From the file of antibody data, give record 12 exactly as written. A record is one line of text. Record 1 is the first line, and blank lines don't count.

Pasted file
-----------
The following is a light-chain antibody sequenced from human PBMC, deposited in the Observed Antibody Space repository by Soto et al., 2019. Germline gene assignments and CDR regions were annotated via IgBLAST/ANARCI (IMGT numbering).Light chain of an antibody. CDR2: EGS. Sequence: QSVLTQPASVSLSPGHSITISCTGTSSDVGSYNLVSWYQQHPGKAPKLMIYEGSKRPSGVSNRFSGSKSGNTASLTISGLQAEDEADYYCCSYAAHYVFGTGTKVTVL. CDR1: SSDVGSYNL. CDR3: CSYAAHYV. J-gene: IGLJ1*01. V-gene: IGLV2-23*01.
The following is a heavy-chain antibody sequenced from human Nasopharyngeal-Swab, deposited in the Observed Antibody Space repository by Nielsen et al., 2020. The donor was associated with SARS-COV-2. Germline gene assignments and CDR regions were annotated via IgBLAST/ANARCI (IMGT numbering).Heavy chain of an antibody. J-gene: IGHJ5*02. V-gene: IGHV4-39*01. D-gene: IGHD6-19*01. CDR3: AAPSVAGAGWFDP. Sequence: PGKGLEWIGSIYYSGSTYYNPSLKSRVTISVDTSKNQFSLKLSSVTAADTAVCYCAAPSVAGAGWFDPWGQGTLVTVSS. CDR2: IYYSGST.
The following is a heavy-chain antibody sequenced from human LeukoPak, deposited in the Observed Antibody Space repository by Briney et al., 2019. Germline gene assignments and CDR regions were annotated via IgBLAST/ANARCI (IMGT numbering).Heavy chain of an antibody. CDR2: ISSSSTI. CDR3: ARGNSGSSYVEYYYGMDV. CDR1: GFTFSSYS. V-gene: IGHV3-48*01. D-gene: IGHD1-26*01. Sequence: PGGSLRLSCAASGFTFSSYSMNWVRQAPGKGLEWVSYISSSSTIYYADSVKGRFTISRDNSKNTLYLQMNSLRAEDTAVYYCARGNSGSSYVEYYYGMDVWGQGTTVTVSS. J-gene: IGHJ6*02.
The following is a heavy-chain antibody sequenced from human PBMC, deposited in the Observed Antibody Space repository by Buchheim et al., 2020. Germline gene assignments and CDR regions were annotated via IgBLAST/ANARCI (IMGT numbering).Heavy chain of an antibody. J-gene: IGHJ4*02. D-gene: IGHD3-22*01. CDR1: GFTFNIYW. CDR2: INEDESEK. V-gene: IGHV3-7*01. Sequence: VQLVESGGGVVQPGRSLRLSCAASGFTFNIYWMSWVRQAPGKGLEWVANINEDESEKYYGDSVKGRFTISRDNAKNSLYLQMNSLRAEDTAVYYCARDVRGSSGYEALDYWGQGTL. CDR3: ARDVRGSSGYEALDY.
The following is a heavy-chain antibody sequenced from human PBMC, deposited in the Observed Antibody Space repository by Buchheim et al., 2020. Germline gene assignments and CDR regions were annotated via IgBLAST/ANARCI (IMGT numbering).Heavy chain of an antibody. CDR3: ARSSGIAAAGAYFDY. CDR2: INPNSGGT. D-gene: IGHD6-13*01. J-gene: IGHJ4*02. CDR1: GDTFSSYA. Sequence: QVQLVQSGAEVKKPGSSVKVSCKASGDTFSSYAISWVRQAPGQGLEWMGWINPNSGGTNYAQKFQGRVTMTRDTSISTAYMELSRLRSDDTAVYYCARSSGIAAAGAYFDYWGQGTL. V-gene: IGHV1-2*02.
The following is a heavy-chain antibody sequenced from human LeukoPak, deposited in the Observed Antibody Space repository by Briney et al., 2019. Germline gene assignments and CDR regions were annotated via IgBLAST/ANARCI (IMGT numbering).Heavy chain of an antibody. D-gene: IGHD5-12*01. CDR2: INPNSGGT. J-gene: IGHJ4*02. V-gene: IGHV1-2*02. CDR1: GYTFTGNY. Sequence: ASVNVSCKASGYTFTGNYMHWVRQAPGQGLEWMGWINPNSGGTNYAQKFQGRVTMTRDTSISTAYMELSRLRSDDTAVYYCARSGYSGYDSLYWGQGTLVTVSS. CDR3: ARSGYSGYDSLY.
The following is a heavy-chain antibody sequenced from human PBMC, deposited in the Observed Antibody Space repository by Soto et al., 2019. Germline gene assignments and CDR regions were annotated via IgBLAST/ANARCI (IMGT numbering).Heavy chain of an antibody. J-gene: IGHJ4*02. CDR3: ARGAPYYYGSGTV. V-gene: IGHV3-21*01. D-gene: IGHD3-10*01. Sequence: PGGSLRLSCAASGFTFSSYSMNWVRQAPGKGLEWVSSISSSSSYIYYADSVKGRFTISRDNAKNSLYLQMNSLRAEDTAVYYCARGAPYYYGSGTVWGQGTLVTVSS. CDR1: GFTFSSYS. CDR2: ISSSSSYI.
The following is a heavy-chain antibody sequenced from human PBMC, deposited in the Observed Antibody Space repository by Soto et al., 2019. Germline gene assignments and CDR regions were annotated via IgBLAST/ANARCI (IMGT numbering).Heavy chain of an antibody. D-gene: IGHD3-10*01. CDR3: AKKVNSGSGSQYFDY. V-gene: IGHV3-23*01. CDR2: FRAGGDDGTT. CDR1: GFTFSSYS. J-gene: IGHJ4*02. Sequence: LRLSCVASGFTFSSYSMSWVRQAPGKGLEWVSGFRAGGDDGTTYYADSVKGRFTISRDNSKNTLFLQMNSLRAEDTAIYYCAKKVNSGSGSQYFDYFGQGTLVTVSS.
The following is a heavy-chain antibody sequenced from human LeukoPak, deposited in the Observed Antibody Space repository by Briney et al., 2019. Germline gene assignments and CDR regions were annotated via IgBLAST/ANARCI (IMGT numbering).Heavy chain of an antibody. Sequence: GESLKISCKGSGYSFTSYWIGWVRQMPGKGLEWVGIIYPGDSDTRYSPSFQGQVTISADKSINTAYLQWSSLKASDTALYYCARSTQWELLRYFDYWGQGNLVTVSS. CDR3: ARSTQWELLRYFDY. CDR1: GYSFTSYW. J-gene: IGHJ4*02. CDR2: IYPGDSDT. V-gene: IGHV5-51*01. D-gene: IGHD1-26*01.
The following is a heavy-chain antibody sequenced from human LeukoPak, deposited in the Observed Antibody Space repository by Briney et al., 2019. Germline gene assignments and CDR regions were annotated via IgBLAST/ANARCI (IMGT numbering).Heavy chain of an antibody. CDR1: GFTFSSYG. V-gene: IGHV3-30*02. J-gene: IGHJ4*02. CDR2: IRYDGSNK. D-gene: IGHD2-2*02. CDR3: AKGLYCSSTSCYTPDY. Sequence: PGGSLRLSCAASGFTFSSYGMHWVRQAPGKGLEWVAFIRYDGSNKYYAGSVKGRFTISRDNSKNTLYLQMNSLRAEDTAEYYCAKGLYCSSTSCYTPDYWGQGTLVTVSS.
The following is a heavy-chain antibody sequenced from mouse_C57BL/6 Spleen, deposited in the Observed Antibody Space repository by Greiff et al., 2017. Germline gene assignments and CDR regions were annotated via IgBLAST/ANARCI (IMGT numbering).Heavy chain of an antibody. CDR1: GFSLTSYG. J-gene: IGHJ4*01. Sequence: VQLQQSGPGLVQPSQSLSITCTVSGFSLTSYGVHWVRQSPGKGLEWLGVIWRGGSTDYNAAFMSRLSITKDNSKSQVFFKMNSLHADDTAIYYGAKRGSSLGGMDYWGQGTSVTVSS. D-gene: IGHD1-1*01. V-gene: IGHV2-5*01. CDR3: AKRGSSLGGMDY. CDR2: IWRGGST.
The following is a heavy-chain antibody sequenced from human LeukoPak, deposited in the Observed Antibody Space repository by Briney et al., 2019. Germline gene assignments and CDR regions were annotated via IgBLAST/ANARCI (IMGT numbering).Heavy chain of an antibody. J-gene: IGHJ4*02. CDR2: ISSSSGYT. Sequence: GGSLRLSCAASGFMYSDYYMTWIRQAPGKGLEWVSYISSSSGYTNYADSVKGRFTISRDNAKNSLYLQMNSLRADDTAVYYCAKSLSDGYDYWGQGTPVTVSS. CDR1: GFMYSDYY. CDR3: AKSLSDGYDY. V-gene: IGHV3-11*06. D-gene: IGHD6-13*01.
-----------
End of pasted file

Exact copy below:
The following is a heavy-chain antibody sequenced from human LeukoPak, deposited in the Observed Antibody Space repository by Briney et al., 2019. Germline gene assignments and CDR regions were annotated via IgBLAST/ANARCI (IMGT numbering).Heavy chain of an antibody. J-gene: IGHJ4*02. CDR2: ISSSSGYT. Sequence: GGSLRLSCAASGFMYSDYYMTWIRQAPGKGLEWVSYISSSSGYTNYADSVKGRFTISRDNAKNSLYLQMNSLRADDTAVYYCAKSLSDGYDYWGQGTPVTVSS. CDR1: GFMYSDYY. CDR3: AKSLSDGYDY. V-gene: IGHV3-11*06. D-gene: IGHD6-13*01.